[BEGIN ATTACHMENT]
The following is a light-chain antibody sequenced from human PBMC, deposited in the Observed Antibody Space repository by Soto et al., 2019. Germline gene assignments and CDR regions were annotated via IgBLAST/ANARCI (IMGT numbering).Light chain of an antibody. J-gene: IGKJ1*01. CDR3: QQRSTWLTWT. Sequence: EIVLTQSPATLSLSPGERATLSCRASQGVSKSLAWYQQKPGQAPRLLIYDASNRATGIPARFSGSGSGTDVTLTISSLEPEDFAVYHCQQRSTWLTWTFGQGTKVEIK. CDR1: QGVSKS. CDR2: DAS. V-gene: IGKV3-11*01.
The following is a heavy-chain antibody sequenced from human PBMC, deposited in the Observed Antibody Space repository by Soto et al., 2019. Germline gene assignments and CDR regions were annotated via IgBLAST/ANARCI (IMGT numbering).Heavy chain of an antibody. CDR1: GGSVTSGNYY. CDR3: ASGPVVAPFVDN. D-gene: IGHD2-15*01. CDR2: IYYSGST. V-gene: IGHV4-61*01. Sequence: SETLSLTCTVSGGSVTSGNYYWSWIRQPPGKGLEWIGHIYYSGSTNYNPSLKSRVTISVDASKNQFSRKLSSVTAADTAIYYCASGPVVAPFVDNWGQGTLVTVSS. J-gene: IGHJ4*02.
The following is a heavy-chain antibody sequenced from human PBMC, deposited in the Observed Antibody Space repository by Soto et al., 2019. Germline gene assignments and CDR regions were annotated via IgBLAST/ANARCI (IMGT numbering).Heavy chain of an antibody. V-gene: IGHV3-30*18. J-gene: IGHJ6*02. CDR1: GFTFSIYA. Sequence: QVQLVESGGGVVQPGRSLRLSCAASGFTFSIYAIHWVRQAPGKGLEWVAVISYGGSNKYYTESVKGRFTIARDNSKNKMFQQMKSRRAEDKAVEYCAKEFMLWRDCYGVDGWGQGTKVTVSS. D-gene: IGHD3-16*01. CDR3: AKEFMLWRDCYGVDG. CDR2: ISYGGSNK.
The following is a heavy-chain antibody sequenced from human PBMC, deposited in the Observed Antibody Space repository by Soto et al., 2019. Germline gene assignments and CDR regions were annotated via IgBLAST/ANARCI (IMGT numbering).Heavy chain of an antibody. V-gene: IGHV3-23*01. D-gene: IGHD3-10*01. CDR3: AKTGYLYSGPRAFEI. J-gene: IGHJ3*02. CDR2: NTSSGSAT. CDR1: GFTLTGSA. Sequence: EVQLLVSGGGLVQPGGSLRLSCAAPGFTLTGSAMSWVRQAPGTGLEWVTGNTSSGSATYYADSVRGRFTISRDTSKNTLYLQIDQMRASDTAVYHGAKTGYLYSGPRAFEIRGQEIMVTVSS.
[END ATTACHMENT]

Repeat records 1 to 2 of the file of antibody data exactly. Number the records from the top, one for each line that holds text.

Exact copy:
The following is a light-chain antibody sequenced from human PBMC, deposited in the Observed Antibody Space repository by Soto et al., 2019. Germline gene assignments and CDR regions were annotated via IgBLAST/ANARCI (IMGT numbering).Light chain of an antibody. J-gene: IGKJ1*01. CDR3: QQRSTWLTWT. Sequence: EIVLTQSPATLSLSPGERATLSCRASQGVSKSLAWYQQKPGQAPRLLIYDASNRATGIPARFSGSGSGTDVTLTISSLEPEDFAVYHCQQRSTWLTWTFGQGTKVEIK. CDR1: QGVSKS. CDR2: DAS. V-gene: IGKV3-11*01.
The following is a heavy-chain antibody sequenced from human PBMC, deposited in the Observed Antibody Space repository by Soto et al., 2019. Germline gene assignments and CDR regions were annotated via IgBLAST/ANARCI (IMGT numbering).Heavy chain of an antibody. CDR1: GGSVTSGNYY. CDR3: ASGPVVAPFVDN. D-gene: IGHD2-15*01. CDR2: IYYSGST. V-gene: IGHV4-61*01. Sequence: SETLSLTCTVSGGSVTSGNYYWSWIRQPPGKGLEWIGHIYYSGSTNYNPSLKSRVTISVDASKNQFSRKLSSVTAADTAIYYCASGPVVAPFVDNWGQGTLVTVSS. J-gene: IGHJ4*02.